What inspired you to work on the Olympics?
Watching the 2000 Sydney Olympics Opening Ceremony on TV. I’d been in the business for 10 years in Las Vegas so I had an idea of what it takes to get hundreds of people on and off a field in seconds. I thought, ‘I need to be part of that’. The timing for the Athens Olympics in 2004 wasn’t right so it became the 2008 Beijing Olympics and the 2010 Winter Olympics in Vancouver.
How did you get involved?
I went to China in June 2007 for a language course and to set up some interviews. The first was with Jack Morton who had done so many Olympic Opening Ceremonies, but it was unclear what was going to happen and ultimately the Beijing Olympic Committee took it on themselves.
The second interview was with a guy from McDonalds [a top sponsor of the Beijing Games] who was out there for a press conference, but there was no job to be had yet. The final one was with ETG Staging Connections and I took that job on the condition that if something came up during the Olympics I would be able to take a leave of absence to be involved.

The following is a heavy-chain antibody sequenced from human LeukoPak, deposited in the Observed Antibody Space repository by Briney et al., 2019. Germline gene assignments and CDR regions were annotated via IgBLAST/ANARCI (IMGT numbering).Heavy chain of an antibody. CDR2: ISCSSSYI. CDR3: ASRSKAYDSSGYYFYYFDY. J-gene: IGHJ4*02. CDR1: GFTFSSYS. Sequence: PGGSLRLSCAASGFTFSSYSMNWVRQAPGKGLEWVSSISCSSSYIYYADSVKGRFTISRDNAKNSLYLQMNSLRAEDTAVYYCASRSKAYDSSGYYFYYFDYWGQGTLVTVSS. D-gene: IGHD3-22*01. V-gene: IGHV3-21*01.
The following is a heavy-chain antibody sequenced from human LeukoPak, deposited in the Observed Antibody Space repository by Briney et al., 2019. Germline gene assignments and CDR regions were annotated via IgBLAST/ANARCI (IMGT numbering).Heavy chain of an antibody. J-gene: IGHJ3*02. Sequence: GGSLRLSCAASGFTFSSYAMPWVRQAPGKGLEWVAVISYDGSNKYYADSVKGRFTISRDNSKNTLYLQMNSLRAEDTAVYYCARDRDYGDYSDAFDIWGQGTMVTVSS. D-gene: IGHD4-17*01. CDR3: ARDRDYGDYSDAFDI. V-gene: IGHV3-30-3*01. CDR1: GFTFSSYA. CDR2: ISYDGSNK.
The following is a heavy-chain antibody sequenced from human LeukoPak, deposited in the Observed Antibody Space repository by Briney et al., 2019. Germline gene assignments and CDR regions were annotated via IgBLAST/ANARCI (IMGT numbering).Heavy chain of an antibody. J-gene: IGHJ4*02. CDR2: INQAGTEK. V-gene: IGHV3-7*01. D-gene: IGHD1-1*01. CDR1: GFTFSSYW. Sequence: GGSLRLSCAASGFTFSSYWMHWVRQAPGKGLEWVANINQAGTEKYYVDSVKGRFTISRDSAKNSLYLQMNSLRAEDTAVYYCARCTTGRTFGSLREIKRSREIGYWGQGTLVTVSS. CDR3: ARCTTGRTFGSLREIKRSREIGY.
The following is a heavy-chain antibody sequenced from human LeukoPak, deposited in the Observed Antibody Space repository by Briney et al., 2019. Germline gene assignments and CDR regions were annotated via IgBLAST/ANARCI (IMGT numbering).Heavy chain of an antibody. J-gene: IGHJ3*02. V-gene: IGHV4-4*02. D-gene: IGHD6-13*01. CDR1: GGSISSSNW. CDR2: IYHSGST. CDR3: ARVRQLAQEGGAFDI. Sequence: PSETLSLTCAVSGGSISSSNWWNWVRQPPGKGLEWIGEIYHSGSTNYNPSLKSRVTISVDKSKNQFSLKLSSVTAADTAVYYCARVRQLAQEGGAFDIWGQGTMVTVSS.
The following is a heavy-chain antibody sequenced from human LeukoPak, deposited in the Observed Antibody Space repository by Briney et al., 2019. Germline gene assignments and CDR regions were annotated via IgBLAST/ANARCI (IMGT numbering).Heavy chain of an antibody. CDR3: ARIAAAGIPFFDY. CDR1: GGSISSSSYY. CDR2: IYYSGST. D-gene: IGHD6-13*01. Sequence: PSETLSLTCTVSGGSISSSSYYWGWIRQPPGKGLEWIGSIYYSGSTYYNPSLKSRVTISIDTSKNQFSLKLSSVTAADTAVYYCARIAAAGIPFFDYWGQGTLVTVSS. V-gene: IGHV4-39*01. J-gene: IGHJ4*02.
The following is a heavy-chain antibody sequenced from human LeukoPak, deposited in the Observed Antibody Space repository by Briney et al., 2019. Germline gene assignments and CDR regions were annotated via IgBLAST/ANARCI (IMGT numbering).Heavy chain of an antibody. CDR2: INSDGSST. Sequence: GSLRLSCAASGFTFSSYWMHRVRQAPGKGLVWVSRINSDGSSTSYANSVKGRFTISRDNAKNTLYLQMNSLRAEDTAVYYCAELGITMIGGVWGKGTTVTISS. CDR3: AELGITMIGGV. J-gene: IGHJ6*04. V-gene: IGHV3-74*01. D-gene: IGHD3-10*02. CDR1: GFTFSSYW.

It was confirmed around six months out from the Games I would work with McDonalds as a local fixer, starting in June 2008. They had multiple programmes, some philanthropic, some internal feel-good things, PR and corporate hospitality. I managed multiple film crews, sourced local suppliers and worked across all the programmes.
What impact has it had on your career?
It definitely makes an impression and it prepares you for anything. During my time at Uniplan Hong Kong I was executive producer for two of the largest casino openings in Macau: Studio City and The Parisian.
The Olympics are the ultimate experience when it comes to managing multiple parties with egos and needs that almost always contradict each other. There’s a lot of bureaucracy and you’ve got a lot of different stakeholder concerns. You just roll with it and don’t get frustrated—your attitude infects those around you.
What advice would you give to others aspiring to be involved?
Don’t get stuck on seeking official Olympics things. There are so many parts of the Olympics, whether it’s through catering or security or hospitality. There are so many ways to feel the Olympic spirit and be part of the energy of it. Don’t get disheartened if you don’t get hired by the Olympic Committee to do the Opening Ceremony.
The Games are made up of hundreds of vendors so if you’ve got a connection that’s going to supply an Olympic Games, reach out. For the 2018 Winter Olympics in PyeongChang, there’s not a huge number of regional vendors that can handle the volume required, so who do you know that might be going and might need your support?
Based in Hong Kong, Dawn Dennis is an experienced event producer who has previously worked with Uniplan Hong Kong, cievents, and Jack Morton Worldwide.